Kill the Messenger
The pen may be mightier than the sword but, as related in Michael Cuesta's Kill the Messenger, whispered innuendo is more deadly than both. Imagine, if you will, All the President's Men with Robert Redford's Bob Woodward brought down by attacks on his journalism. That's the tale told by Kill the Messenger, in which a published newspaper series shining the light on ethically dubious practices of the CIA brings the full weight of that agency's influence to bear on the man who wrote the stories. Unlike in many fictional thrillers, the CIA doesn't dispatch black ops hit men to eliminate the journalist. Their approach is more practical but no less effective: destroy his credibility and eviscerate his character.
Kill the Messenger is based on a true story although, as with all motion picture adaptations of real-life events, license has been taken. By focusing on a specific period, the movie is able to have a quasi-upbeat ending, although it notes in a post-script caption that the protagonist, journalist Gary Webb (Jeremy Renner), committed suicide in 2004, seven years after the events portrayed in Kill the Messenger. One would have to be incredibly naïve to believe that his downfall was unrelated to his drastic final action.
Webb's investigation, conducted during the mid-1990s and printed in the relatively small daily, The San Jose Mercury News, lifts him high before bringing him low. It's the ideal that every investigative journalist dreams of: a story so big that it makes national headlines. What Webb doesn't count on, however, is how desperate his adversaries are to keep the story from gaining traction. As a confidential source tells him, their methods are to make the writer the story, thereby reducing what he has written to a footnote. Obfuscate and obscure and eventually it will go away. By the time Webb realizes the truth of this, he has gone too far down the path to retreat.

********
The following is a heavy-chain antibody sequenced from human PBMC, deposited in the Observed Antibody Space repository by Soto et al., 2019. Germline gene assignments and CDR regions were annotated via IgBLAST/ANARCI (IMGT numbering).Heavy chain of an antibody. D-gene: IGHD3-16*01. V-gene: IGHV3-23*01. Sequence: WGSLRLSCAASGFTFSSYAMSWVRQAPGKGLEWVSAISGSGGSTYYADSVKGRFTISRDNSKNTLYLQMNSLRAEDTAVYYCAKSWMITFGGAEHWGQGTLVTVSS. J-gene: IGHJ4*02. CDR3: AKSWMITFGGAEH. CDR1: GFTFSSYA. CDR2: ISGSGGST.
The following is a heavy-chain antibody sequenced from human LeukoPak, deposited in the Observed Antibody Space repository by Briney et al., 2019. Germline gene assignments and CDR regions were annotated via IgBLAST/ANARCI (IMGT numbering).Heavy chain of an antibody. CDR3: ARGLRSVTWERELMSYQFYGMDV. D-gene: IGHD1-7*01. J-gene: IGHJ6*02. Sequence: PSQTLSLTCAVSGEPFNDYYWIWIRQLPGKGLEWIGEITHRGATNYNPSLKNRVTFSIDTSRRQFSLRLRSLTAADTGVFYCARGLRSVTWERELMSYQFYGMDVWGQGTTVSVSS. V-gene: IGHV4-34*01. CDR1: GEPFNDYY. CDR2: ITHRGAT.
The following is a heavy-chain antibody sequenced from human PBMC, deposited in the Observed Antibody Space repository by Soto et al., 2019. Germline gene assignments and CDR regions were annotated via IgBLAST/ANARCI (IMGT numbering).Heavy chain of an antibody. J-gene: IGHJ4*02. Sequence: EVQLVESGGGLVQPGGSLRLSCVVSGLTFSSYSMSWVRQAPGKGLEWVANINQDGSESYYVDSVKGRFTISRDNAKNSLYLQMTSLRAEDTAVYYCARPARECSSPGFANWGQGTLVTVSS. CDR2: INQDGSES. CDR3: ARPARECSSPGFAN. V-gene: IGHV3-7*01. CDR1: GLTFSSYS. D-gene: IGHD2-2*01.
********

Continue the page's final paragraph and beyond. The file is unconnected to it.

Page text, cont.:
The story follows a trail that goes back to the Iran-Contra scandal of the 1980s, the event that marred Ronald Reagan's second term as president. The CIA-backed Contras, the Nicaraguan "freedom fighters" who fought against Communism in their country, were funded through a variety of unlawful and unethical means. Webb uncovers an alleged link between the increase in inner city cocaine availability and money being funneled to the Contras. His assertion is that the CIA aided (or at least turned a blind eye to) the drug's entry into the United States and the money resulting from the sale of those drugs was delivered to the Contras. Bottom line: crack funded the Contras with the CIA's knowledge or abetment.
Although Cuesta has several feature films to his name, he is best known for his television work, which includes Six Feet Under, Dexter, and Homeland. His approach to this material is to employ a quasi-documentary look that involves a lot of handheld camera work (although the without much noticeable shaking). Kill the Messenger has a brisk pace. In fact, there are times when it moves so swiftly that it can be difficult to follow the details. The first half of the film follows the investigation that leads Webb to his conclusion. The final hour, saturated in a paranoia, details the means employed by the CIA to discredit the story, including dredging up an unsavory past event in Webb's life and feeding information to three major papers to allow them to go after Webb. Through it all, we see the personal and professional impact of this on a man whose naïve beliefs about the purpose of journalism is ground underfoot.
Jeremy Renner hasn't been this good since The Hurt Locker (although most of his output since then has been in popcorn movies - hey, the guy needs to make a living). He presents Webb as a good man with a host of blind spots and character faults. Once we recognize he's caught in a Shakespearean tragedy, we look for the tragic flaw and discover it to be the old stand-by of hubris - a belief that his status as a journalist will convey an immunity that those conversant with the way the CIA work argue against. Renner is ably supported by Mary Elizabeth Winsted as Anna Simons, his editor, and Rosemary DeWitt as his wife, Sue. A host of recognizable faces make single scene appearances: Michael Sheen, Robert Patrick, Ray Liotta, Michael K. Williams, Andy Garcia, Barry Pepper, Tim Blake Nelson, Gil Bellows, and Richard Schiff.
Kill the Messenger is compelling material but the recognition that the core of the narrative is based on true events gives it additional power. In light of today's climate of leaks and revelations, one can't help but wonder whether similar tactics have been employed (with less success) in recent years. Thus, while this is putatively a biography of Gary Webb, it asks central questions that have contemporary relevance and whose answers may not be forthcoming.